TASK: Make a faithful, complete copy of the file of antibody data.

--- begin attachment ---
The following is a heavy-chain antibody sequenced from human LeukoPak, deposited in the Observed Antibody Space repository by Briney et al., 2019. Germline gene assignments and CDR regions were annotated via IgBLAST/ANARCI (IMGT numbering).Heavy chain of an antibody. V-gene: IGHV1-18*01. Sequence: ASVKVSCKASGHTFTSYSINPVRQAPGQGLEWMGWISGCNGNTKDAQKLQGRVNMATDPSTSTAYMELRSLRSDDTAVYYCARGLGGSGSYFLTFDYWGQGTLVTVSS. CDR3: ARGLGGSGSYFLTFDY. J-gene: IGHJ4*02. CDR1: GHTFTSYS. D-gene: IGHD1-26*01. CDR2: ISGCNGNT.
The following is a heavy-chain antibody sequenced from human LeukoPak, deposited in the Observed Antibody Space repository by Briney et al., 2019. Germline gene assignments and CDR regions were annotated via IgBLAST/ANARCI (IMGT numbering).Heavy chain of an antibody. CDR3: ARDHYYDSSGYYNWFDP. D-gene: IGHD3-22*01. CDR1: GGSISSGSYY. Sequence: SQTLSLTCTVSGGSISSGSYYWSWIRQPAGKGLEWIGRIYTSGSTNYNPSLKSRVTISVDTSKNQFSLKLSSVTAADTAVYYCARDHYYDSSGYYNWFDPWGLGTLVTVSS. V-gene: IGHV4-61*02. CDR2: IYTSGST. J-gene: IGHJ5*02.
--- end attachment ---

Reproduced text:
The following is a heavy-chain antibody sequenced from human LeukoPak, deposited in the Observed Antibody Space repository by Briney et al., 2019. Germline gene assignments and CDR regions were annotated via IgBLAST/ANARCI (IMGT numbering).Heavy chain of an antibody. V-gene: IGHV1-18*01. Sequence: ASVKVSCKASGHTFTSYSINPVRQAPGQGLEWMGWISGCNGNTKDAQKLQGRVNMATDPSTSTAYMELRSLRSDDTAVYYCARGLGGSGSYFLTFDYWGQGTLVTVSS. CDR3: ARGLGGSGSYFLTFDY. J-gene: IGHJ4*02. CDR1: GHTFTSYS. D-gene: IGHD1-26*01. CDR2: ISGCNGNT.
The following is a heavy-chain antibody sequenced from human LeukoPak, deposited in the Observed Antibody Space repository by Briney et al., 2019. Germline gene assignments and CDR regions were annotated via IgBLAST/ANARCI (IMGT numbering).Heavy chain of an antibody. CDR3: ARDHYYDSSGYYNWFDP. D-gene: IGHD3-22*01. CDR1: GGSISSGSYY. Sequence: SQTLSLTCTVSGGSISSGSYYWSWIRQPAGKGLEWIGRIYTSGSTNYNPSLKSRVTISVDTSKNQFSLKLSSVTAADTAVYYCARDHYYDSSGYYNWFDPWGLGTLVTVSS. V-gene: IGHV4-61*02. CDR2: IYTSGST. J-gene: IGHJ5*02.